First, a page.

Building communities through online volunteering
02 December 2004
by Ian Bromage
It has been nearly three months now since I returned to the UK after spending two years as a volunteer in Mongolia; life in England seems a little strange after the experience.
Some things have changed since I was away, others have stayed the same. The weather – that perennial British question – is still wet, damp and windy; the trains are brand new but still can’t cope with “leaves on the line” and you still can’t get a taxi at 2:00am. The thing I notice most though is that despite all the advantages of living in Britain, people seem so dissatisfied. When I speak to friends about my experiences in Mongolia perhaps the most common response is “I wish I could do that” to which my normal reply is “Then why don’t you?”
So why is volunteering so attractive? For me personally there were three reasons: Firstly I wanted to something completely different from what I had been doing for most of my working life. Second I wanted the time and space to evaluate what I wanted to do in the future. Third and most importantly I wanted to give some time to help others.
Mongolia enabled me to achieve all three objectives: I have traveled widely before, but seldom to a place that was strikingly different from the UK. My experiences as a volunteer convinced me to change career path to undertake work in international development and I hope that my time in Mongolia made a positive impact to the lives of people I worked with.
Although you do not have to travel abroad to be a volunteer, the good thing about giving some time freely to help others is that you can do it anywhere.
Since my return to the UK I have continued volunteering online through the UN Volunteers’ (UNV) Online Volunteering Service with Reach Out (REO), a woman-centered self-help NGO operating in Cameroon whose aim is to help improve the livelihoods and well being of women in the remote southwest region of the country. As the name implies, Reach Out seeks to bring education, information and skills to women in isolated rural areas helping them to increase their knowledge of the issues that affect their lives and empowering them to access resources that contribute to their health and well being.
It achieves this by helping women to organize themselves in common initiative groups. By using participatory techniques, the women involved have been able to voice their concerns and address the issues that directly concern and affect them. Using such approaches Reach Out has enabled 35 communities to develop action plans for the fight against HIV/AIDS in Fako, Manyu, Kupe-Muanenguba, and Bamusso.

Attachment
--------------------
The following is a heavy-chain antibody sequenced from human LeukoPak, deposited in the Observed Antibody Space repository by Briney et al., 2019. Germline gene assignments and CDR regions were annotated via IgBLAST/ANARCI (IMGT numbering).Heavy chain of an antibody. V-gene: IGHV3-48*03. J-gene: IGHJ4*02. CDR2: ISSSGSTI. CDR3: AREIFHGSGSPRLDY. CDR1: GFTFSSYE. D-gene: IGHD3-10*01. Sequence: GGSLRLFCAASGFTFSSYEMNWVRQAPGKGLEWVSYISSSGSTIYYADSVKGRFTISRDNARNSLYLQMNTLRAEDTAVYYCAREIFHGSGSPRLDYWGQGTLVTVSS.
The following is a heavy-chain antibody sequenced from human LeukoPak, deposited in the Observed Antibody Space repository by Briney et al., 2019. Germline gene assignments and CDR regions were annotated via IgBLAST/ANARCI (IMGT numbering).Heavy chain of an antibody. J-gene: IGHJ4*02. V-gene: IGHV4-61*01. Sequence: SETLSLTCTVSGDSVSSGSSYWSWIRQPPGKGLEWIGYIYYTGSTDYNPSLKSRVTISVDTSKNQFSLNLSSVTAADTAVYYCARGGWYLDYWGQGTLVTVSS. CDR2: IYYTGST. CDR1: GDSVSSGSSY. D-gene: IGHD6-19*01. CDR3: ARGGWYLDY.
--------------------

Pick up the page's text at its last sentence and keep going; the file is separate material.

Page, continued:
The organization has also helped women’s groups to generate income by helping them to develop entrepreneurial business ideas, one of which has been to harvest and process medicinal plants which are then marketed through Reach Out’s showroom. Reach Out has extended this idea to establish some demonstration farms growing corn (zea mays), yams (dioscorea rotundata), melon (cucumis melo), cassava (manihot esculenta), and oil-palm (elaeis guineensis).
The UNV Online Volunteering service has provided me with an easy and effective way to continue helping others in the developing world even from the UK. Registering was easy and I was accepted by REO to help them with a range of activities. Our initial communications were about getting to know each other to establish areas where I could be of most benefit to REO.
Once we had got to know each other, we established some clear guidelines for our working relationship, such as the amount of time I could give, and when we would communicate. This is an important step as it helps to ensure that both the expectations of the volunteer and organization are met.
I have most certainly been impressed by the way REO has responded to the help and advice given, and together we can make a difference even though I am on a different continent
Volunteering helps to build communities, share knowledge, build a caring society and really does make an impact to individual lives. So next time you ask yourself the question “I wish I could do that?” the answer is simple: just go ahead and do it!
Ian Bromage was a United Nations Volunteer for 2 1/2 years, working on the Information Communication Technology (ICT) for sustainable livelihoods projects, in Ulaanbaatar. He is back in England pursuing further studies and hopes to return to Mongolia in the near future.